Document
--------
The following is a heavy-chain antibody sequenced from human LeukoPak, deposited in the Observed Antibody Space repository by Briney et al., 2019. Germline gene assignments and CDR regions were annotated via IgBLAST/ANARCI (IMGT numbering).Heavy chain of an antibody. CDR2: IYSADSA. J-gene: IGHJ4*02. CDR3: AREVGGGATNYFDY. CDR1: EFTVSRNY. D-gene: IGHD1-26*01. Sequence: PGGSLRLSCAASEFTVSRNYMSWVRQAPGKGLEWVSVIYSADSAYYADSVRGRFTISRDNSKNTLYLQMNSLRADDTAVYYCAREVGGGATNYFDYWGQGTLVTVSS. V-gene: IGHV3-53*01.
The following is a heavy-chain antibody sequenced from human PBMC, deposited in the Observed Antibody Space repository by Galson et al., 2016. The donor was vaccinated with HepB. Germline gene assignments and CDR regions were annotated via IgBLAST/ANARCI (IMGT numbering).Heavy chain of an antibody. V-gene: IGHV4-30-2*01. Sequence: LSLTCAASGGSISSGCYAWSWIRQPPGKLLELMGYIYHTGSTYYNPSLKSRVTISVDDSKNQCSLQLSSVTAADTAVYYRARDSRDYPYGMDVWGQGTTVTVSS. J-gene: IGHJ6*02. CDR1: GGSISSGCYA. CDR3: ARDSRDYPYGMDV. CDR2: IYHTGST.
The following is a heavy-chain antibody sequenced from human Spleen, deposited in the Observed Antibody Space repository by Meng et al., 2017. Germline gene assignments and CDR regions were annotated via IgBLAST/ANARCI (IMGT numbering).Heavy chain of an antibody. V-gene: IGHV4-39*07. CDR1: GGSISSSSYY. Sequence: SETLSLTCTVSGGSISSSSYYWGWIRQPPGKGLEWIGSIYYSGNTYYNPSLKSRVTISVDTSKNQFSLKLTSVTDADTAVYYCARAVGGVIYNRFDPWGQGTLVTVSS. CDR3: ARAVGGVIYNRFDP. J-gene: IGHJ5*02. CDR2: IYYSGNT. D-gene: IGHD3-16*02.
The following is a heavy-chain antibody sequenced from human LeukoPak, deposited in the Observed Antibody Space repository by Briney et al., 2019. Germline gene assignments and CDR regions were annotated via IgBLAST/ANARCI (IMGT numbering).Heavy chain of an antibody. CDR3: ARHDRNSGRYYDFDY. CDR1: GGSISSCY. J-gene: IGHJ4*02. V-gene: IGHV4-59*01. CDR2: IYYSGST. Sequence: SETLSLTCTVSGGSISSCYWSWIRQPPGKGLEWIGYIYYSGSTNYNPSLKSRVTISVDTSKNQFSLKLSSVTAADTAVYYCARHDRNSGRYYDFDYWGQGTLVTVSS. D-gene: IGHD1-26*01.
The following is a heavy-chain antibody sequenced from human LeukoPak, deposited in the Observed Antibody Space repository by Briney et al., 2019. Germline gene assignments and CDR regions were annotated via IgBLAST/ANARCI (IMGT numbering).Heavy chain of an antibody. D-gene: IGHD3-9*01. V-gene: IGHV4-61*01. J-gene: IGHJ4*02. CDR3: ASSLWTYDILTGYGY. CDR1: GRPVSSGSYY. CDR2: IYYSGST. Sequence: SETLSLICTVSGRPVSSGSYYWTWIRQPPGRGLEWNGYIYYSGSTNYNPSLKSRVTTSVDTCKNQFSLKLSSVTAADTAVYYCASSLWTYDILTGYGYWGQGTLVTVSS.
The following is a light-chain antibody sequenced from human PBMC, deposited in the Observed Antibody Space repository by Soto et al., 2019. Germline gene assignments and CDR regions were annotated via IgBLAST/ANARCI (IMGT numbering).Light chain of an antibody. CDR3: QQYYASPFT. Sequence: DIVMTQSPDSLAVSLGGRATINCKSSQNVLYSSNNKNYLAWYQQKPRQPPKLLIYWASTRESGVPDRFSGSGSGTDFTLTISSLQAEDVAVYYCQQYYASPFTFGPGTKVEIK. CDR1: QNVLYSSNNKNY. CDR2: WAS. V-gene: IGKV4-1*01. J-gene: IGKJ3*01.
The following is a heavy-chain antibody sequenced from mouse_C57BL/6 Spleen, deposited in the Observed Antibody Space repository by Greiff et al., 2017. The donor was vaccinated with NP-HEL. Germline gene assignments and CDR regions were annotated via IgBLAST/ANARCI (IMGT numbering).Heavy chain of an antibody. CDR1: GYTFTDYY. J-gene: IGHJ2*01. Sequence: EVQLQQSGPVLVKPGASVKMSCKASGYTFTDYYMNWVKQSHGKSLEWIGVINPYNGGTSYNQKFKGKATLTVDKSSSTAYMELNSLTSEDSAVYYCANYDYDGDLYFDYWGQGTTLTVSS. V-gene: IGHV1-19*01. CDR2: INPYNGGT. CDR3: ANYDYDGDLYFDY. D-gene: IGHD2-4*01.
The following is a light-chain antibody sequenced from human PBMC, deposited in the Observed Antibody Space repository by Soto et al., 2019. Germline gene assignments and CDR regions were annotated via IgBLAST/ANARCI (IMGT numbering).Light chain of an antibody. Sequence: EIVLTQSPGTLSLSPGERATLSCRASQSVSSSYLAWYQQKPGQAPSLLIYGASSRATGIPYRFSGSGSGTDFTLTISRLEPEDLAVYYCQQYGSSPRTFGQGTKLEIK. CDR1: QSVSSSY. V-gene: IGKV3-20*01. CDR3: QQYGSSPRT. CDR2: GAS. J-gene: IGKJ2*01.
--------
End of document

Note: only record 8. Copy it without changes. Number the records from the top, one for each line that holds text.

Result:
The following is a light-chain antibody sequenced from human PBMC, deposited in the Observed Antibody Space repository by Soto et al., 2019. Germline gene assignments and CDR regions were annotated via IgBLAST/ANARCI (IMGT numbering).Light chain of an antibody. Sequence: EIVLTQSPGTLSLSPGERATLSCRASQSVSSSYLAWYQQKPGQAPSLLIYGASSRATGIPYRFSGSGSGTDFTLTISRLEPEDLAVYYCQQYGSSPRTFGQGTKLEIK. CDR1: QSVSSSY. V-gene: IGKV3-20*01. CDR3: QQYGSSPRT. CDR2: GAS. J-gene: IGKJ2*01.